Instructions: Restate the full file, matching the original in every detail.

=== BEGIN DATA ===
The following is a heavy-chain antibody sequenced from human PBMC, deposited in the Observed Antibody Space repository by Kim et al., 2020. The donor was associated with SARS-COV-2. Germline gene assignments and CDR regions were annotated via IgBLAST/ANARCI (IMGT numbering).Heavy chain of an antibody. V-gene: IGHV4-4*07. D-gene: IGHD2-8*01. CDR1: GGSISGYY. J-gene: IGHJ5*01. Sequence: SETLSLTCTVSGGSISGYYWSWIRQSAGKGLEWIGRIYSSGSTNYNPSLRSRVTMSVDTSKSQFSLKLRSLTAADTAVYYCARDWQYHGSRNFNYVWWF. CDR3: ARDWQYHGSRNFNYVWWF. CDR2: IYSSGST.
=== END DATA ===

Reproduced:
The following is a heavy-chain antibody sequenced from human PBMC, deposited in the Observed Antibody Space repository by Kim et al., 2020. The donor was associated with SARS-COV-2. Germline gene assignments and CDR regions were annotated via IgBLAST/ANARCI (IMGT numbering).Heavy chain of an antibody. V-gene: IGHV4-4*07. D-gene: IGHD2-8*01. CDR1: GGSISGYY. J-gene: IGHJ5*01. Sequence: SETLSLTCTVSGGSISGYYWSWIRQSAGKGLEWIGRIYSSGSTNYNPSLRSRVTMSVDTSKSQFSLKLRSLTAADTAVYYCARDWQYHGSRNFNYVWWF. CDR3: ARDWQYHGSRNFNYVWWF. CDR2: IYSSGST.